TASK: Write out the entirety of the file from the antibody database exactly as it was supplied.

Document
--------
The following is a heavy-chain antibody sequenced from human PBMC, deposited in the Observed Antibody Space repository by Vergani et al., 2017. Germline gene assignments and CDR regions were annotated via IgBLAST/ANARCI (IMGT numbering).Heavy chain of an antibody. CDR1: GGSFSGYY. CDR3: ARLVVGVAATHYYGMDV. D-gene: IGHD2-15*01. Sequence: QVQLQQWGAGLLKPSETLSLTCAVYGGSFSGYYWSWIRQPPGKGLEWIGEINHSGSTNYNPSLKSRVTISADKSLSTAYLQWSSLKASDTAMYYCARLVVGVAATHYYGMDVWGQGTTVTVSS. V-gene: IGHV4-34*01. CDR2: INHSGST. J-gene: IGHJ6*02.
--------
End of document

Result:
The following is a heavy-chain antibody sequenced from human PBMC, deposited in the Observed Antibody Space repository by Vergani et al., 2017. Germline gene assignments and CDR regions were annotated via IgBLAST/ANARCI (IMGT numbering).Heavy chain of an antibody. CDR1: GGSFSGYY. CDR3: ARLVVGVAATHYYGMDV. D-gene: IGHD2-15*01. Sequence: QVQLQQWGAGLLKPSETLSLTCAVYGGSFSGYYWSWIRQPPGKGLEWIGEINHSGSTNYNPSLKSRVTISADKSLSTAYLQWSSLKASDTAMYYCARLVVGVAATHYYGMDVWGQGTTVTVSS. V-gene: IGHV4-34*01. CDR2: INHSGST. J-gene: IGHJ6*02.